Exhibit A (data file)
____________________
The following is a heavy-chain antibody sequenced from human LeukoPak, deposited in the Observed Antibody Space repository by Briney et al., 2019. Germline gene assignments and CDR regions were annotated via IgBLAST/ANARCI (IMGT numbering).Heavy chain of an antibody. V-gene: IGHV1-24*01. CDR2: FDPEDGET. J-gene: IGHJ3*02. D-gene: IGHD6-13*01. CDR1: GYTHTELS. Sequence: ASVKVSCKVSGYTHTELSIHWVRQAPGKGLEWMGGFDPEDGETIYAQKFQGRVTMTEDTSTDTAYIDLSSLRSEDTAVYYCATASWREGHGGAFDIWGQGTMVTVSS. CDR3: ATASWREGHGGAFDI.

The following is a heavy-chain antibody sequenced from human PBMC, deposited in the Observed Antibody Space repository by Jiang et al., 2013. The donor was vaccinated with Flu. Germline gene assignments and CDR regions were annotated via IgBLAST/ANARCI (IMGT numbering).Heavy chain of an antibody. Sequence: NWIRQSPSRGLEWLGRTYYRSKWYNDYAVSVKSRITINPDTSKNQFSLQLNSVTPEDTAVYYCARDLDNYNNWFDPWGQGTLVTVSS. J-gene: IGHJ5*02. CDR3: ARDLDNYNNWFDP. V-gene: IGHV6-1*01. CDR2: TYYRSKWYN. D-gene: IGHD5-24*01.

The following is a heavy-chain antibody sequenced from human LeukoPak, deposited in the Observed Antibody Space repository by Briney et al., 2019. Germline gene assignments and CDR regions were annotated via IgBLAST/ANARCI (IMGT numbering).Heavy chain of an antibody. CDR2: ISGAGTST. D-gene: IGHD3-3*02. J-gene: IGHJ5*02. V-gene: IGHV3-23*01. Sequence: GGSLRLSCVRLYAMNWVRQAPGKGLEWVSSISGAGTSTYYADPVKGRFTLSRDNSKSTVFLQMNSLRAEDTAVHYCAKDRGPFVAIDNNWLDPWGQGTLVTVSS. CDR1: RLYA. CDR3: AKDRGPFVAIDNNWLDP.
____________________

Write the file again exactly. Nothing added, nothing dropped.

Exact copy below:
The following is a heavy-chain antibody sequenced from human LeukoPak, deposited in the Observed Antibody Space repository by Briney et al., 2019. Germline gene assignments and CDR regions were annotated via IgBLAST/ANARCI (IMGT numbering).Heavy chain of an antibody. V-gene: IGHV1-24*01. CDR2: FDPEDGET. J-gene: IGHJ3*02. D-gene: IGHD6-13*01. CDR1: GYTHTELS. Sequence: ASVKVSCKVSGYTHTELSIHWVRQAPGKGLEWMGGFDPEDGETIYAQKFQGRVTMTEDTSTDTAYIDLSSLRSEDTAVYYCATASWREGHGGAFDIWGQGTMVTVSS. CDR3: ATASWREGHGGAFDI.

The following is a heavy-chain antibody sequenced from human PBMC, deposited in the Observed Antibody Space repository by Jiang et al., 2013. The donor was vaccinated with Flu. Germline gene assignments and CDR regions were annotated via IgBLAST/ANARCI (IMGT numbering).Heavy chain of an antibody. Sequence: NWIRQSPSRGLEWLGRTYYRSKWYNDYAVSVKSRITINPDTSKNQFSLQLNSVTPEDTAVYYCARDLDNYNNWFDPWGQGTLVTVSS. J-gene: IGHJ5*02. CDR3: ARDLDNYNNWFDP. V-gene: IGHV6-1*01. CDR2: TYYRSKWYN. D-gene: IGHD5-24*01.

The following is a heavy-chain antibody sequenced from human LeukoPak, deposited in the Observed Antibody Space repository by Briney et al., 2019. Germline gene assignments and CDR regions were annotated via IgBLAST/ANARCI (IMGT numbering).Heavy chain of an antibody. CDR2: ISGAGTST. D-gene: IGHD3-3*02. J-gene: IGHJ5*02. V-gene: IGHV3-23*01. Sequence: GGSLRLSCVRLYAMNWVRQAPGKGLEWVSSISGAGTSTYYADPVKGRFTLSRDNSKSTVFLQMNSLRAEDTAVHYCAKDRGPFVAIDNNWLDPWGQGTLVTVSS. CDR1: RLYA. CDR3: AKDRGPFVAIDNNWLDP.